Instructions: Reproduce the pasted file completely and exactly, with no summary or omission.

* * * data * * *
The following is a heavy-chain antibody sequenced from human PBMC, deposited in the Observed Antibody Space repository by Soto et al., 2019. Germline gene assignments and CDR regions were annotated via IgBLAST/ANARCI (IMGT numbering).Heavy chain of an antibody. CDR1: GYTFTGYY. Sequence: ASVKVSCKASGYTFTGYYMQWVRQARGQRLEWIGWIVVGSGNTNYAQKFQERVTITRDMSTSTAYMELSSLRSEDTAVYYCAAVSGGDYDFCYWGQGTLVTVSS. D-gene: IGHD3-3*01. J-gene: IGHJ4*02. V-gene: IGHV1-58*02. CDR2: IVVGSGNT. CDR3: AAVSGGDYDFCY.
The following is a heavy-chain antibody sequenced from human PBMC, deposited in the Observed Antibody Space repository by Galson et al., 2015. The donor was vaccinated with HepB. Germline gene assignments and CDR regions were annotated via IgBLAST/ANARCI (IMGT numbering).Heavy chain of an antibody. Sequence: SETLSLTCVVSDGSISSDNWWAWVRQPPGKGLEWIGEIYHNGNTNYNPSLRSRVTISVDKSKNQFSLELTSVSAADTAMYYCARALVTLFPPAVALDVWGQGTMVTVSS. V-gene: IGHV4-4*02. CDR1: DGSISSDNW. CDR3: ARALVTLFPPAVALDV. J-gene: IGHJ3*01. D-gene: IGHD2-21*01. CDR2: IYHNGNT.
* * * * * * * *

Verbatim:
The following is a heavy-chain antibody sequenced from human PBMC, deposited in the Observed Antibody Space repository by Soto et al., 2019. Germline gene assignments and CDR regions were annotated via IgBLAST/ANARCI (IMGT numbering).Heavy chain of an antibody. CDR1: GYTFTGYY. Sequence: ASVKVSCKASGYTFTGYYMQWVRQARGQRLEWIGWIVVGSGNTNYAQKFQERVTITRDMSTSTAYMELSSLRSEDTAVYYCAAVSGGDYDFCYWGQGTLVTVSS. D-gene: IGHD3-3*01. J-gene: IGHJ4*02. V-gene: IGHV1-58*02. CDR2: IVVGSGNT. CDR3: AAVSGGDYDFCY.
The following is a heavy-chain antibody sequenced from human PBMC, deposited in the Observed Antibody Space repository by Galson et al., 2015. The donor was vaccinated with HepB. Germline gene assignments and CDR regions were annotated via IgBLAST/ANARCI (IMGT numbering).Heavy chain of an antibody. Sequence: SETLSLTCVVSDGSISSDNWWAWVRQPPGKGLEWIGEIYHNGNTNYNPSLRSRVTISVDKSKNQFSLELTSVSAADTAMYYCARALVTLFPPAVALDVWGQGTMVTVSS. V-gene: IGHV4-4*02. CDR1: DGSISSDNW. CDR3: ARALVTLFPPAVALDV. J-gene: IGHJ3*01. D-gene: IGHD2-21*01. CDR2: IYHNGNT.